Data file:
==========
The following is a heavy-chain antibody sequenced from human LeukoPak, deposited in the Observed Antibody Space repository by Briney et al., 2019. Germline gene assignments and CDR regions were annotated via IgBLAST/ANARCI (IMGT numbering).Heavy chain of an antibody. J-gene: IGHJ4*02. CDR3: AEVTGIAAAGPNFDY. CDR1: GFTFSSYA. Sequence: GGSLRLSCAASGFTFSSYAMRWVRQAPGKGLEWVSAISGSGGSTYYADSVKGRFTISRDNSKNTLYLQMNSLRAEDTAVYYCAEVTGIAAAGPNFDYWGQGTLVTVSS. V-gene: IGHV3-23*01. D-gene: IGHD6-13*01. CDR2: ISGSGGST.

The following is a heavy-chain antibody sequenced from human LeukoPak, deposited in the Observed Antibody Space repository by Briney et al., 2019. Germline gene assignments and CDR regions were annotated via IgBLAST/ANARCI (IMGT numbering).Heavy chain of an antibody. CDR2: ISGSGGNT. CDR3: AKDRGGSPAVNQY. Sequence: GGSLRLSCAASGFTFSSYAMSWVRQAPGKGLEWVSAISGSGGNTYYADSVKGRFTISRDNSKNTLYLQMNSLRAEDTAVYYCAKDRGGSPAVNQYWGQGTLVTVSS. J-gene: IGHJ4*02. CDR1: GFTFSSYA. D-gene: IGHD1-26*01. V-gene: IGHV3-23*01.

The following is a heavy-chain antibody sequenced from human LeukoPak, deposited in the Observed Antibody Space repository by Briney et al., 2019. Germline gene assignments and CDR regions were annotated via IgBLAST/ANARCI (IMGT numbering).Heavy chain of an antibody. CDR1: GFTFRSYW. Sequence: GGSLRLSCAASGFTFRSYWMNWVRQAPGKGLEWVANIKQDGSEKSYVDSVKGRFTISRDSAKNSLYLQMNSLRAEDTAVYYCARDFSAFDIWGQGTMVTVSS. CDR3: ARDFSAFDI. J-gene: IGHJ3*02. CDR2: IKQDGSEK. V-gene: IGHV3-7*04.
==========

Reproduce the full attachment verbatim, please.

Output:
The following is a heavy-chain antibody sequenced from human LeukoPak, deposited in the Observed Antibody Space repository by Briney et al., 2019. Germline gene assignments and CDR regions were annotated via IgBLAST/ANARCI (IMGT numbering).Heavy chain of an antibody. J-gene: IGHJ4*02. CDR3: AEVTGIAAAGPNFDY. CDR1: GFTFSSYA. Sequence: GGSLRLSCAASGFTFSSYAMRWVRQAPGKGLEWVSAISGSGGSTYYADSVKGRFTISRDNSKNTLYLQMNSLRAEDTAVYYCAEVTGIAAAGPNFDYWGQGTLVTVSS. V-gene: IGHV3-23*01. D-gene: IGHD6-13*01. CDR2: ISGSGGST.

The following is a heavy-chain antibody sequenced from human LeukoPak, deposited in the Observed Antibody Space repository by Briney et al., 2019. Germline gene assignments and CDR regions were annotated via IgBLAST/ANARCI (IMGT numbering).Heavy chain of an antibody. CDR2: ISGSGGNT. CDR3: AKDRGGSPAVNQY. Sequence: GGSLRLSCAASGFTFSSYAMSWVRQAPGKGLEWVSAISGSGGNTYYADSVKGRFTISRDNSKNTLYLQMNSLRAEDTAVYYCAKDRGGSPAVNQYWGQGTLVTVSS. J-gene: IGHJ4*02. CDR1: GFTFSSYA. D-gene: IGHD1-26*01. V-gene: IGHV3-23*01.

The following is a heavy-chain antibody sequenced from human LeukoPak, deposited in the Observed Antibody Space repository by Briney et al., 2019. Germline gene assignments and CDR regions were annotated via IgBLAST/ANARCI (IMGT numbering).Heavy chain of an antibody. CDR1: GFTFRSYW. Sequence: GGSLRLSCAASGFTFRSYWMNWVRQAPGKGLEWVANIKQDGSEKSYVDSVKGRFTISRDSAKNSLYLQMNSLRAEDTAVYYCARDFSAFDIWGQGTMVTVSS. CDR3: ARDFSAFDI. J-gene: IGHJ3*02. CDR2: IKQDGSEK. V-gene: IGHV3-7*04.